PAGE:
The whole fire department attended the call along with a few young recruits in-training. I quickly realized one of the fire fighters was an old friend of the farm, albeit a strange character. He walked confidently around the building waving at the walls, talking through his face shield about how old and poorly built the cook shack was and how one night many years ago while they were playing cards around the dining table, a fire just randomly flared out in the far wall by the kitchen sink. All the fire fighters clustered around the spot to inspect.

He was carrying an infrared heat gun with a screen and without warning he smacked the bench in front of me as hard as he could with the palm of his hand. In surprise I yelped and stumbled backward. He pointed the gun immediately at the bench. On the screen I could see a perfect infrared imprint of his hand. He said the gun registered heat so if there was a fire in the walls, this would sense it. Kim looked down at the hand print and back up at me. His pale blue eyes narrowed and he nodded. They didn’t find anything but the following summer the hot water heater in the kitchen lit fire. We tore the exterior wall open and blasted it with a garden hose. We didn’t bother calling the fire department.

As Kim and I lead the horses out of the Back 40 we reckoned the amount of energy we put into the shows every season, for better or for worse, must leave some sort of imprint on the land.

One of our days off this summer, on a particularly smokey afternoon I headed back to the farm with plans to avoid the dense particulate by curling into a book the rest of the evening in my cabin. I stopped in the cook shack to drop off my arm load of town run kombuchas in the communal fridge. A small cluster of the company were sitting on the benches around one of the 4’x8′ tables passing the time till heading into town for a movie. Not wanting to be entirely antisocial I sat down beside my theatre school pal Aj. The conversation moved from travels in Madrid and Barcelona to gossip about other theatre folk. It took a turn when they started relating stories about an actress from the city who is notoriously known as a dark witch. A brilliant performer they all agreed but any show she worked on terrible incidents inevitably followed.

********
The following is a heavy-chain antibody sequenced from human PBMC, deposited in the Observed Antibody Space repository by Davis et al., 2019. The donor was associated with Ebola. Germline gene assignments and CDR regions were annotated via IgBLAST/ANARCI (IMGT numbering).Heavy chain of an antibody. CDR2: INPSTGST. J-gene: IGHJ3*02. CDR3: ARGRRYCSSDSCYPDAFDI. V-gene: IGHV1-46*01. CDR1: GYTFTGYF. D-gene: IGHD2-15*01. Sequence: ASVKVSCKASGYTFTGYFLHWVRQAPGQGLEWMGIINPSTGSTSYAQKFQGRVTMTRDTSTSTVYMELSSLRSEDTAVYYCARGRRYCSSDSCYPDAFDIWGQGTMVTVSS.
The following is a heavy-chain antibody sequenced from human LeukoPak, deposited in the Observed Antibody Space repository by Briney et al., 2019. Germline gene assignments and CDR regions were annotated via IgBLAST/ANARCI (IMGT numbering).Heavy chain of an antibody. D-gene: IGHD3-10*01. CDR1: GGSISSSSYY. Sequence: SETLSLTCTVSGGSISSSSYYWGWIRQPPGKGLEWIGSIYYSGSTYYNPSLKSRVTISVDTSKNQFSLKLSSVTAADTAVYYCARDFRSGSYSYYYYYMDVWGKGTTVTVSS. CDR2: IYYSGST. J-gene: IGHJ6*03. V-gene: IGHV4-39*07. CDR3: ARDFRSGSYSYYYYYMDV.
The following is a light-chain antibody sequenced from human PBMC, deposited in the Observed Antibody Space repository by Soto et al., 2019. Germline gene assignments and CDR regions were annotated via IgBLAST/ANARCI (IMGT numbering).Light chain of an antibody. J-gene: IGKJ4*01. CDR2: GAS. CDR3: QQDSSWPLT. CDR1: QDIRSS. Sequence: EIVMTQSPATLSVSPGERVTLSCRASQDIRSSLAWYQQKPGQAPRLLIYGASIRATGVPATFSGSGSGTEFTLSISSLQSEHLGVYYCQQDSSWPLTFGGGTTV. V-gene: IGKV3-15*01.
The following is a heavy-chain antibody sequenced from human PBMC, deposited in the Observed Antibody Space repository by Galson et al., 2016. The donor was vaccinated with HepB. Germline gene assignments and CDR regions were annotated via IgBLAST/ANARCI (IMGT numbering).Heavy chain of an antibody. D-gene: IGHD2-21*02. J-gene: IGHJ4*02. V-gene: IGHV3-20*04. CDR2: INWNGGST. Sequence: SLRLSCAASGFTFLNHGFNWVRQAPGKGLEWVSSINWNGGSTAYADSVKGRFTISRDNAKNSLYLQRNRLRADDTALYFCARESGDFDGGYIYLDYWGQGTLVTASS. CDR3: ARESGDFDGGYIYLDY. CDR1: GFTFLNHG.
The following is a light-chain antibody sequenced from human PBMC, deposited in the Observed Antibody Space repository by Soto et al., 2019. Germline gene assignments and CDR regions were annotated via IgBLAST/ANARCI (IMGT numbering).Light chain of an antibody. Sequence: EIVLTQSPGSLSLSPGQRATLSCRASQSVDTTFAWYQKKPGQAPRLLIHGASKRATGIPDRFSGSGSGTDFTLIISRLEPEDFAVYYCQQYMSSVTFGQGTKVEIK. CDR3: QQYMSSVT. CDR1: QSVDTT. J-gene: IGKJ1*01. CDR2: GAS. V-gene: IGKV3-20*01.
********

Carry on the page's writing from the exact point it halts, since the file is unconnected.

Neither Aj nor I knew this woman but we both sat rapt at the bizarre stories of this actress getting inside actors heads, affecting their performances and dreams; even one show where the two other cast members, one of whom was telling the story, both broke their legs while working with her. I could feel Aj shift uncomfortably, goosebumps rose all over my body. Jimmy looked up at the clock and said ‘Oh, we’d better go’ leaving the two of us in the fading sepia light of the cook shack. Aj’s boys, 5 and 7 years old, were nearby in their cabin watching videos, otherwise the rest of the company was down the mountain in town.

She turned to me and said she didn’t believe a word of it, that if someone tried to ‘cast a spell’ on her she would just laugh in their face. She believed that by using humor and by not believing, she could nullify any darkness. The thought that someone would do that made her angry and protective of her family. I gazed across the table to the trees beyond the porch. I said I wondered if there was a bit of a witch hunt being acted out against this woman and that even though I do lean to believing there is a spectrum we don’t understand, my partner, well he’s a total rationalist — BDing! My phone was on the table behind Aj and the message alert was overtly loud. She bounced with a shriek. Simultaneously, the stereo in the kitchen came on full blast announcing ‘POKEMON is here to SAVE the WORLD from DESTRUCTION!!’